A sole figure walks onto an empty stage and puts down one of those giant cassette/radio players that were popular in the 1980s.
The man is David Byrne, the lead singer of the legendary art-rock/funk band Talking Heads.
The player has a rudimentary drum beat (actually played from the mixing desk). Byrne has an acoustic guitar and he starts playing ‘Psycho Killer’ from 1977, at times staggering around the stage like Jean-Paul Belmondo in the final moments of Breathless when he was shot by police.
What a way to start a concert. What a way to start a film.
It sets the tone for the 1983 movie Stop Making Sense, remastered and re-released to mark its 40th anniversary.
After that first song, Byrne is joined by bass player Tina Weymouth and they play ‘Heaven’ from their third album, Fear of Music.
It’s a poignant and graceful piece of music, and while we’re swept up in its deceptive simplicity, a crew of a dozen or so people are slowly wheeling more banks of instruments onto the stage.
And so it builds and builds.
The four members of the group, including Jerry Harrison and Chris Frantz, play together and are joined by singers and more musicians and launch into one of the most spectacular films of a rock concert ever committed to celluloid.
The movie’s origins were with Byrne’s incredible stagecraft. He designed the concept of the concert as more than a rock gig, almost a piece of installation art.
He’d been working with choreographers Twyla Tharp and Toni Basil, drawing on their amazing talents to transform himself on stage.
The director is Jonathan Demme, on a break from feature films at the time, but who would later go on to make Silence of the Lambs and Philadelphia. He focussed on putting this project together over four nights.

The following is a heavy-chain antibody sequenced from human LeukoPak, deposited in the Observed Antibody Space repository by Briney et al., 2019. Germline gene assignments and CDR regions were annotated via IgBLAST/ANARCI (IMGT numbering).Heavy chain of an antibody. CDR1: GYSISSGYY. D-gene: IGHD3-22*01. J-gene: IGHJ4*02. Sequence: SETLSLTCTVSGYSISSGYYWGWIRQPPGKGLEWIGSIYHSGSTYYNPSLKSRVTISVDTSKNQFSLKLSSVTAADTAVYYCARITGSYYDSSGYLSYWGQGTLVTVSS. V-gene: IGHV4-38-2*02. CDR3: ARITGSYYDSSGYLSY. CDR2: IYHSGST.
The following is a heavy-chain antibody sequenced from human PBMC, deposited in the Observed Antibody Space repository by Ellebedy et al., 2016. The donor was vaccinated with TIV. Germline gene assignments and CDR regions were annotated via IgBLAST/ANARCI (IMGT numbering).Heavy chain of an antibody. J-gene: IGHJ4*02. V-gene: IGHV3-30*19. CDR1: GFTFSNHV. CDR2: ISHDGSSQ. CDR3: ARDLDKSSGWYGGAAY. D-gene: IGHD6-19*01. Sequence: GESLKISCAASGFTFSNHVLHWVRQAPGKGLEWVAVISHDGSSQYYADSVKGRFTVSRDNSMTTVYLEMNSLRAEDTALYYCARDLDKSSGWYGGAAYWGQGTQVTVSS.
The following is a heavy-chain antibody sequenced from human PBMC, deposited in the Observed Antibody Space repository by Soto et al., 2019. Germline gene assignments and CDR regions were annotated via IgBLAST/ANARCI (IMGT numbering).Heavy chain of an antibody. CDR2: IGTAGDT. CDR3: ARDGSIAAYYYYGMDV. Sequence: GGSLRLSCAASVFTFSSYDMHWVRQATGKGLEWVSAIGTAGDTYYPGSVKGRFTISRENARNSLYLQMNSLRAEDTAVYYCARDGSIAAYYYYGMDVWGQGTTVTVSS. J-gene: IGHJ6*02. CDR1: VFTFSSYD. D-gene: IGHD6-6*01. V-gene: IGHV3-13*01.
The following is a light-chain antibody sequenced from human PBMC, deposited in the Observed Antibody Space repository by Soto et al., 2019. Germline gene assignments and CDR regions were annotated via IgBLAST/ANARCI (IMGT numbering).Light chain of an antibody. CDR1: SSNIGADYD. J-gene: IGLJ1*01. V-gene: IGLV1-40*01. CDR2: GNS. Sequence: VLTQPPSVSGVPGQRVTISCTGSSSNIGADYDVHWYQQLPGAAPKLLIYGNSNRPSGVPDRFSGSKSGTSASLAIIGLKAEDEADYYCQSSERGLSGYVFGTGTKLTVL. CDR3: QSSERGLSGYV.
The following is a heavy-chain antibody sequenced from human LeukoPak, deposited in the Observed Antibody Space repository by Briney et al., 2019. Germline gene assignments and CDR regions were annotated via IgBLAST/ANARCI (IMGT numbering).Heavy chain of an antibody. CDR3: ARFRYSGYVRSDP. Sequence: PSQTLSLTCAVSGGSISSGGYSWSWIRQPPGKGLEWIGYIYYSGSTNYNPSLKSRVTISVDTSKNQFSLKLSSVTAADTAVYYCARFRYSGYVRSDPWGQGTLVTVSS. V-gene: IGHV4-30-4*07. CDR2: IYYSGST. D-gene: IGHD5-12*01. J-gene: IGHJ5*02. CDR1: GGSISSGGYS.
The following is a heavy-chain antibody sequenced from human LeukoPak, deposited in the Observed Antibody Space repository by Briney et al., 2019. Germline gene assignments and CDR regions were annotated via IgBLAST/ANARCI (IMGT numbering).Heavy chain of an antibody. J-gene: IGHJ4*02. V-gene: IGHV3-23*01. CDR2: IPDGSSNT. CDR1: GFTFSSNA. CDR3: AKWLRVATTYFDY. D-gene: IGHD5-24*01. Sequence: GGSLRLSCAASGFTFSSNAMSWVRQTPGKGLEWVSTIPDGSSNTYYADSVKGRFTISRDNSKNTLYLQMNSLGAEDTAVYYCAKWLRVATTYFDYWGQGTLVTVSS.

By the sixth song, the entire touring entourage is on stage, including backing singers Lynn Mabry and Edna Holt, keyboard player the late great Bernie Worrell, guitarist Alex Weir and percussionist Steve Scales. They launch into the showstopping ‘Burning Down the House’.
In all, they play 16 songs during the film, including a track from Weymouth and Frantz’s side project, The Tom Tom Club.
This song gives Byrne the opportunity to put on The Big Suit, an oversized piece of fashion furniture that he uses to explore his various bodily eccentricities as the film draws to its close.
Here, they play ‘Girlfriend is Better’, Al Green’s ‘Take Me to the River’ (almost transformed into a gospel piece by Holt and Mabry), and one of the group’s most enduring songs, ‘Life During Wartime’.
If you’re reading this and thinking, ‘Yeah, I’ve heard the name but don’t really know the group’, that’s more than fine.
This film is like no other. It doesn’t seek to create a backstory or mythology around its participants, unlike The Beatles’ film A Hard Day’s Night, Scorsese’s The Last Waltz or even DA Pennebaker’s Ziggy Stardust and the Spiders from Mars.
It is, most importantly, an exploration of ideas through music. Byrne and his original bandmates assembled some of the most memorable songs of the last half-century, explored through the prisms of nostalgia, madness, eccentricity, church music, paranoia and a great bass line.
Re-releasing this film with a newly minted and crisper soundtrack only makes the experience that much more memorable.
When Stop Making Sense was released in Australia in 1985, I remember it being screened at the long-closed Electric Shadows cinemas in Canberra, where people spontaneously danced in the aisles.
I feel a new generation of people will come to this film and do the same.
Talking Heads is the greatest band I ever saw live, and for me, the film is even better for having seen this actual show on stage in 1984. Stop Making Sense scores five out of five stars.
Stop Making Sense is screening across Australia.
Marcus Kelson is a Canberra writer and critic.